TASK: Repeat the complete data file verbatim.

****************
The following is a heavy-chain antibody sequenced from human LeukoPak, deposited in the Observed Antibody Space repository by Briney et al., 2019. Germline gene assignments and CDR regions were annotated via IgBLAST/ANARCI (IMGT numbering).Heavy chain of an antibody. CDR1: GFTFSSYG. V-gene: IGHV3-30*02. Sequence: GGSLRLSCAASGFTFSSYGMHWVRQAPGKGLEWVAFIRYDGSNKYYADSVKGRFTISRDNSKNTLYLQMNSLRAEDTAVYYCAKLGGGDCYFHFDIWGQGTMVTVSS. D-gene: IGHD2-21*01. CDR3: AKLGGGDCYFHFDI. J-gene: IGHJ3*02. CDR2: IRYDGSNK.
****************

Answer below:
The following is a heavy-chain antibody sequenced from human LeukoPak, deposited in the Observed Antibody Space repository by Briney et al., 2019. Germline gene assignments and CDR regions were annotated via IgBLAST/ANARCI (IMGT numbering).Heavy chain of an antibody. CDR1: GFTFSSYG. V-gene: IGHV3-30*02. Sequence: GGSLRLSCAASGFTFSSYGMHWVRQAPGKGLEWVAFIRYDGSNKYYADSVKGRFTISRDNSKNTLYLQMNSLRAEDTAVYYCAKLGGGDCYFHFDIWGQGTMVTVSS. D-gene: IGHD2-21*01. CDR3: AKLGGGDCYFHFDI. J-gene: IGHJ3*02. CDR2: IRYDGSNK.